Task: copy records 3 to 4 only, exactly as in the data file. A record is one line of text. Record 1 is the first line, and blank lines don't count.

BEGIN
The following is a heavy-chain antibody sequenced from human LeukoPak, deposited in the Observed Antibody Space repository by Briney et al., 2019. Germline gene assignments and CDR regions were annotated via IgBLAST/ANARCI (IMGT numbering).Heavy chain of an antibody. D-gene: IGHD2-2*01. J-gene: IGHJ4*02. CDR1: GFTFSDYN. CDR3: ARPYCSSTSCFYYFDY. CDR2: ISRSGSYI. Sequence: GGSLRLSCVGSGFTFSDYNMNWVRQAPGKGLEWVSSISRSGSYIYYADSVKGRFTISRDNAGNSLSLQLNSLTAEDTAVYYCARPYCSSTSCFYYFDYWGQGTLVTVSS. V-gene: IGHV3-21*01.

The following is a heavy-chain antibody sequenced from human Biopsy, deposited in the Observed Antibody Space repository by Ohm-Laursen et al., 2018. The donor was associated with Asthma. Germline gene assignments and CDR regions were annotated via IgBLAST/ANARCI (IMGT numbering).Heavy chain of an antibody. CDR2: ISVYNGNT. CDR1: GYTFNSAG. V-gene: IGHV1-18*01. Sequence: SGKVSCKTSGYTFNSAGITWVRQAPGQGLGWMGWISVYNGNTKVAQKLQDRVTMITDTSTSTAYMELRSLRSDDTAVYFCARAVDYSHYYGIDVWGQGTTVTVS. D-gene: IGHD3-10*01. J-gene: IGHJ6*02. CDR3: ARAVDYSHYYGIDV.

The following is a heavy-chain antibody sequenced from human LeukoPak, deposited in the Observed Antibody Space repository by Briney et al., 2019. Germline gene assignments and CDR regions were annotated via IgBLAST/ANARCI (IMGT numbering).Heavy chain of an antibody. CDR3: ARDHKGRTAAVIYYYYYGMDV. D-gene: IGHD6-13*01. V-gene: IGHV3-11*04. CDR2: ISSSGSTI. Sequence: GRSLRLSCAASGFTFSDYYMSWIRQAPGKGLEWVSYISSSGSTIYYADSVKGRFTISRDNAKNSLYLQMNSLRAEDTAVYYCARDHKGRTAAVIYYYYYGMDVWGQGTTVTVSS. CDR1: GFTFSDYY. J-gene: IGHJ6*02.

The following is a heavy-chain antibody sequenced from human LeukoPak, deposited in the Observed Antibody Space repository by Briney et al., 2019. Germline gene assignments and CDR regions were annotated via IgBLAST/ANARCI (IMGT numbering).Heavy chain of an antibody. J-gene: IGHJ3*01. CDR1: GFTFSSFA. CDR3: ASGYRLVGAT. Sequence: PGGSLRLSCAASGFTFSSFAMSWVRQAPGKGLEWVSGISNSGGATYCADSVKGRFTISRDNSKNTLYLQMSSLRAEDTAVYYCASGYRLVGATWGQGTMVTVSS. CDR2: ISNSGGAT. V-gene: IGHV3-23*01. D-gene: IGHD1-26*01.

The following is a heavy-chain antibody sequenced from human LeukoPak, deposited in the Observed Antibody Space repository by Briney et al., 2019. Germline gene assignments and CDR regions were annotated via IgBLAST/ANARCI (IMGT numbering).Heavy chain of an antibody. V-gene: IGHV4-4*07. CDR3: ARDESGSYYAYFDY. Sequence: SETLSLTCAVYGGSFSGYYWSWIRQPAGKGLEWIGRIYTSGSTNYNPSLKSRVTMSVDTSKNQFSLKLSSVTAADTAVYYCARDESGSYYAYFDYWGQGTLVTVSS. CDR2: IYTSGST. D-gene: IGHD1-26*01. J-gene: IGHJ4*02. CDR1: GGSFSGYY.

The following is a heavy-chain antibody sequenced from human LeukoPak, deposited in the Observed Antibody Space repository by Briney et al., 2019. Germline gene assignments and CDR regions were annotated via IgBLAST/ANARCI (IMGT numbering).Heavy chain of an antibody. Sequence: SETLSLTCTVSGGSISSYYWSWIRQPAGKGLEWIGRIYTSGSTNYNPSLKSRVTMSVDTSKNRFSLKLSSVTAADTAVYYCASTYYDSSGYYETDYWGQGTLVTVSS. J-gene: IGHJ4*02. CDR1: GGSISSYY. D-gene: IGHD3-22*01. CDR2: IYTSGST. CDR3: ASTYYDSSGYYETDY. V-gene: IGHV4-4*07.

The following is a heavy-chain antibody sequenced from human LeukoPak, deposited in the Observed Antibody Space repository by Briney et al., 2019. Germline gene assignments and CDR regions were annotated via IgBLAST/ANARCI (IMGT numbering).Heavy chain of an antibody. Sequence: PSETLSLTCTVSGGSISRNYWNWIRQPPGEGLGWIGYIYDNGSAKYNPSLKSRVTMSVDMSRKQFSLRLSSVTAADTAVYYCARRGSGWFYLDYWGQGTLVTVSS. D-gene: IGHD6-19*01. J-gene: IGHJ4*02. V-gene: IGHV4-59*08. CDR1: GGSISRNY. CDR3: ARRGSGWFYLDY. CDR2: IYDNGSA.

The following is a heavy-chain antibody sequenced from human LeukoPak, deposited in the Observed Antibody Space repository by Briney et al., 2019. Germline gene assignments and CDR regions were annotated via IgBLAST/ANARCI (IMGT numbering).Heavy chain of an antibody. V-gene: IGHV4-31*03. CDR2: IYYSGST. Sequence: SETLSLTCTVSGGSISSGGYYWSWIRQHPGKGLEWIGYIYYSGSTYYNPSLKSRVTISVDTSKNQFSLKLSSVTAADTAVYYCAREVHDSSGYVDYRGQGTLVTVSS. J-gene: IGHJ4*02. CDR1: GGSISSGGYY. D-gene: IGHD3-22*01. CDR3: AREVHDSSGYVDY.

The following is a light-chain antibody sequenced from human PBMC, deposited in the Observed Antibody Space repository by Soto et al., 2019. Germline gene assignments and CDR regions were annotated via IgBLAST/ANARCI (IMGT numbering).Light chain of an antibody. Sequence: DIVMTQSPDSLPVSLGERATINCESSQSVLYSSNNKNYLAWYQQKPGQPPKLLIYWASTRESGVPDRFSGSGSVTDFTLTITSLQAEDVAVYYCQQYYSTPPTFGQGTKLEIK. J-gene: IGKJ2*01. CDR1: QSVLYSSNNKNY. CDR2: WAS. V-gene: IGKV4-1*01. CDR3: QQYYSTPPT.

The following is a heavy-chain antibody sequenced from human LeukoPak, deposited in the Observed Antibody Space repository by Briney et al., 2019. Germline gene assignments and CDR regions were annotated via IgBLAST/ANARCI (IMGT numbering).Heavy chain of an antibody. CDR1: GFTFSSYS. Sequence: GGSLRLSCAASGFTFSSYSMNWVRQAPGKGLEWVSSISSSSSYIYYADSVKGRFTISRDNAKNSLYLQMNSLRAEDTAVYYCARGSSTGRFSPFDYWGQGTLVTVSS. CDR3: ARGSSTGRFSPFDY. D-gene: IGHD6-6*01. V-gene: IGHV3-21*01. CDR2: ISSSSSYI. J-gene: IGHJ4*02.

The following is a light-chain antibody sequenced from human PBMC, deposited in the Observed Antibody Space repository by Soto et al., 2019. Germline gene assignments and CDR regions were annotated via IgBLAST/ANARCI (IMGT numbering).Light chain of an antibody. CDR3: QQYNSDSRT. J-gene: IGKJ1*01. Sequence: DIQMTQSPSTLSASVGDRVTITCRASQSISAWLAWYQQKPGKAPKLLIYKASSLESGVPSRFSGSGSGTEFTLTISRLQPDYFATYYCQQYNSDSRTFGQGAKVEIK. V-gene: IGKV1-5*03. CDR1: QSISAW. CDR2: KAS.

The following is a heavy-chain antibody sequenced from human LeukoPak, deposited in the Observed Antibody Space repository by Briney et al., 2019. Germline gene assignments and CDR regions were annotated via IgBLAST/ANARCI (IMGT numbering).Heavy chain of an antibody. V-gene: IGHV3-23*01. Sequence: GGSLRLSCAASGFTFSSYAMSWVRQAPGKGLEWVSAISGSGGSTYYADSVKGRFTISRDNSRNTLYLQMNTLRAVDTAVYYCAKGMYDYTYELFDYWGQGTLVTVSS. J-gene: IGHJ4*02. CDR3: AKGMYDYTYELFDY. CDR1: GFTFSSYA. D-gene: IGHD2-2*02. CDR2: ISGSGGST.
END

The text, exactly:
The following is a heavy-chain antibody sequenced from human LeukoPak, deposited in the Observed Antibody Space repository by Briney et al., 2019. Germline gene assignments and CDR regions were annotated via IgBLAST/ANARCI (IMGT numbering).Heavy chain of an antibody. CDR3: ARDHKGRTAAVIYYYYYGMDV. D-gene: IGHD6-13*01. V-gene: IGHV3-11*04. CDR2: ISSSGSTI. Sequence: GRSLRLSCAASGFTFSDYYMSWIRQAPGKGLEWVSYISSSGSTIYYADSVKGRFTISRDNAKNSLYLQMNSLRAEDTAVYYCARDHKGRTAAVIYYYYYGMDVWGQGTTVTVSS. CDR1: GFTFSDYY. J-gene: IGHJ6*02.

The following is a heavy-chain antibody sequenced from human LeukoPak, deposited in the Observed Antibody Space repository by Briney et al., 2019. Germline gene assignments and CDR regions were annotated via IgBLAST/ANARCI (IMGT numbering).Heavy chain of an antibody. J-gene: IGHJ3*01. CDR1: GFTFSSFA. CDR3: ASGYRLVGAT. Sequence: PGGSLRLSCAASGFTFSSFAMSWVRQAPGKGLEWVSGISNSGGATYCADSVKGRFTISRDNSKNTLYLQMSSLRAEDTAVYYCASGYRLVGATWGQGTMVTVSS. CDR2: ISNSGGAT. V-gene: IGHV3-23*01. D-gene: IGHD1-26*01.